This volume grew out of an initiative of the National Institute for the Humanities and Social Sciences (NIHSS). The NIHSS was established by the minister of higher education and training to re-invigorate the humanities and social sciences in South Africa. Launched in 2014, it has two goals. The first is to promote postgraduate studies and to contribute to the development of a new generation of academics. The second is to reinvigorate the humanities and social sciences through a series of catalytic research projects which aim to open up new avenues for scholarship and to assist in and promote the development of relevant research.
This edited volume, The Unresolved National Question: Left Thought Under Apartheid, is part of a broader catalytic project – Hidden Voices: Left Thought under Apartheid. That project's overall aim is to recover some of the lineages of knowledge production from 1950 to 1990. The project emerged out of an interest in left intellectual contributions towards discussions on race, class, ethnicity and nationalism in South Africa. Specifically, the idea is to look at Hidden Voices – academic voices suppressed by apartheid pressures, and organic intellectual voices outside of the university system, similarly silenced by apartheid.
A number of excellent publications have made available documents from the liberation struggle. In the early 1960s, for example, Gwendolen Carter, Gail Gerhardt and Thomas Karis started collecting documents to begin what is now a seven-volume series – From Protest to Challenge. The Democracy Education Trust has published its six-volume Road to Democracy in South Africa. Allison Drew has edited two volumes of South Africa's Radical Tradition: A Documentary History. Unisa Press has its Hidden History Series, Jacana Media has its Pocket Biographies, and HSRC Press has its Voices of Liberation Series.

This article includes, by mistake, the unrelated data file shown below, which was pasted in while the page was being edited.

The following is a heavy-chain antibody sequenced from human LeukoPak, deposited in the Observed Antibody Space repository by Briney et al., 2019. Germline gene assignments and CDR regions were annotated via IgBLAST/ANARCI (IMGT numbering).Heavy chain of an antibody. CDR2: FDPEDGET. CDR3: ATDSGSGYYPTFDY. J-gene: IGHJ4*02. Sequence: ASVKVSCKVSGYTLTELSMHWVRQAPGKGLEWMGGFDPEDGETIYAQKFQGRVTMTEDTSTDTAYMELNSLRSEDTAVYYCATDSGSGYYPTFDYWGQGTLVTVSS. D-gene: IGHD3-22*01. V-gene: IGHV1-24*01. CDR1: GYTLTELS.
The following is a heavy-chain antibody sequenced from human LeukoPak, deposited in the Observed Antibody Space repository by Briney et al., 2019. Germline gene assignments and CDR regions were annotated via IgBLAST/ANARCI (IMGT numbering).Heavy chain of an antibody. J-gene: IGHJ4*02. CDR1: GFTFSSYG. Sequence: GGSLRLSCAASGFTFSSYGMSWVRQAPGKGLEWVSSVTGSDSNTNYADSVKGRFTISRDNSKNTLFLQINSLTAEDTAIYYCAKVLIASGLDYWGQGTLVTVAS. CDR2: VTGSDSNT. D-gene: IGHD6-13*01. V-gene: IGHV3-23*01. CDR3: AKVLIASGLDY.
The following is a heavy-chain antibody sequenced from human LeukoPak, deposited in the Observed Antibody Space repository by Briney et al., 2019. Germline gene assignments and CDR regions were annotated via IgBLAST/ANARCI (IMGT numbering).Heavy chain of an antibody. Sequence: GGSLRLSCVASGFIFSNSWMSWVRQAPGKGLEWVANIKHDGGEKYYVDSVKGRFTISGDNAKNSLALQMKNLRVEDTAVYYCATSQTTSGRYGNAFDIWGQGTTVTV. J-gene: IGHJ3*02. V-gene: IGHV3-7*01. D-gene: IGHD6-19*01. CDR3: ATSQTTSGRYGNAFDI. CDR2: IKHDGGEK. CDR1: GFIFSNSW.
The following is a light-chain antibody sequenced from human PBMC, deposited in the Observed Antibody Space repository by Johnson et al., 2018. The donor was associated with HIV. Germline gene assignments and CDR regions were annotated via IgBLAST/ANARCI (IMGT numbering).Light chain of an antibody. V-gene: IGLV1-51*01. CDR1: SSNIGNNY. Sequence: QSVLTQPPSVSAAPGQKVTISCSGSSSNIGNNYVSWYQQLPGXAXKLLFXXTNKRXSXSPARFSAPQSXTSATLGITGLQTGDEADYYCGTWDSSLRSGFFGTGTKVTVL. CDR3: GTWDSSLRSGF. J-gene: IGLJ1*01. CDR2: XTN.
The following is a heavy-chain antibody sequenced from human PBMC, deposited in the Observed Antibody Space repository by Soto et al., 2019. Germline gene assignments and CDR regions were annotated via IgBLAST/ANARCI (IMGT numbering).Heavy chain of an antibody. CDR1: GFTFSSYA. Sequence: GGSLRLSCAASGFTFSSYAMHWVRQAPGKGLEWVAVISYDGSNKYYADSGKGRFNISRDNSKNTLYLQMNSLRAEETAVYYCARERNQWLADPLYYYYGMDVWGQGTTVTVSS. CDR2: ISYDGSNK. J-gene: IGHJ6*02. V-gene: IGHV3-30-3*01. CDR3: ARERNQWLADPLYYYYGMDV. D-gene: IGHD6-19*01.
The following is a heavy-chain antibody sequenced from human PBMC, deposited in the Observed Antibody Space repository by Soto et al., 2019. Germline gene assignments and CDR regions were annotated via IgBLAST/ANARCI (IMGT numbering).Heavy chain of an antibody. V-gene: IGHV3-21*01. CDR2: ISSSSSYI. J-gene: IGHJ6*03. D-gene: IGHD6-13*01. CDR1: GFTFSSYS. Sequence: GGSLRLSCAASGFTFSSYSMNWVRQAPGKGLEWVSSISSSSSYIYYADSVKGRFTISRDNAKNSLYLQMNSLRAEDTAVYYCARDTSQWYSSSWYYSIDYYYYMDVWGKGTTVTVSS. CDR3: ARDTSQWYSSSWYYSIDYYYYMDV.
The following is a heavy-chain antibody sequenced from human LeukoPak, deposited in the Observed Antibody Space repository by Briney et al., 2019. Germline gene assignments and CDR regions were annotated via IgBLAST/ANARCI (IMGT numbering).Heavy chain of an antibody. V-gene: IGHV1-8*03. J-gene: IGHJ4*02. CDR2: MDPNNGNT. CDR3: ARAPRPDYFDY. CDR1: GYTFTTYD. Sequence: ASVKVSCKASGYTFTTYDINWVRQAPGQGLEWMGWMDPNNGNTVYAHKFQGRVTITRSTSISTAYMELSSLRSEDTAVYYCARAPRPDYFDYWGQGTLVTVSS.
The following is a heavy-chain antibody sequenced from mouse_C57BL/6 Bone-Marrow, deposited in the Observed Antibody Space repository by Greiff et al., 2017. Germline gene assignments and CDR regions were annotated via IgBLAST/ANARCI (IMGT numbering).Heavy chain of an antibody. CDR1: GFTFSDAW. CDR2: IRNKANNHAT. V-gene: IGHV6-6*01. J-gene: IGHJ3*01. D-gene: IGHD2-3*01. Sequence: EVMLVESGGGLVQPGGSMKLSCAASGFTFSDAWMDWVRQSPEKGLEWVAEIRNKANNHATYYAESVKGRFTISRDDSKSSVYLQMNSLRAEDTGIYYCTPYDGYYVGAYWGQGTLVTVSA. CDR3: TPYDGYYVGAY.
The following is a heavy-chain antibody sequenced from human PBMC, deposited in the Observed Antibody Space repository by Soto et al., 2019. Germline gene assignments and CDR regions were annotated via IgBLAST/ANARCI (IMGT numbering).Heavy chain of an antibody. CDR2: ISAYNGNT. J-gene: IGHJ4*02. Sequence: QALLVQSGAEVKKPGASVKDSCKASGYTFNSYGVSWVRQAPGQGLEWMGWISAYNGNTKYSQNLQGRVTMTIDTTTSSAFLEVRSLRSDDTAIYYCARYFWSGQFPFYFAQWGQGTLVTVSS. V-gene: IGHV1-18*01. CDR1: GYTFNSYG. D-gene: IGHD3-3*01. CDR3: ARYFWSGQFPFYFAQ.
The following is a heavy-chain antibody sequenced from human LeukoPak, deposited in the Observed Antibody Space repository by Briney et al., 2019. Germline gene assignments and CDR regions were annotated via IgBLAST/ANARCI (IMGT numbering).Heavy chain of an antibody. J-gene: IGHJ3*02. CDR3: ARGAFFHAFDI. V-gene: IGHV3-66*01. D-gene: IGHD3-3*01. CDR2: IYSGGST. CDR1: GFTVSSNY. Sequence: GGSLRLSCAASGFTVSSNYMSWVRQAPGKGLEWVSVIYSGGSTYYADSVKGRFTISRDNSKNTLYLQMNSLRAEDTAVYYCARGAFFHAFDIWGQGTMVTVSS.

None of these, however, is devoted specifically to publishing left thought under apartheid. The first phase of the Hidden Voices project examines the way in which various strands of left thought have addressed the National Question, especially during the apartheid years. We wanted to ensure that the volume represented the broadest possible range of left South African thought since 1950, so instead of imposing a particular understanding of the National Question we identified and selected a number of political traditions, and allowed the authors the freedom to define the question as they believe appropriate – in other words, to explain what they thought was the Unresolved National Question.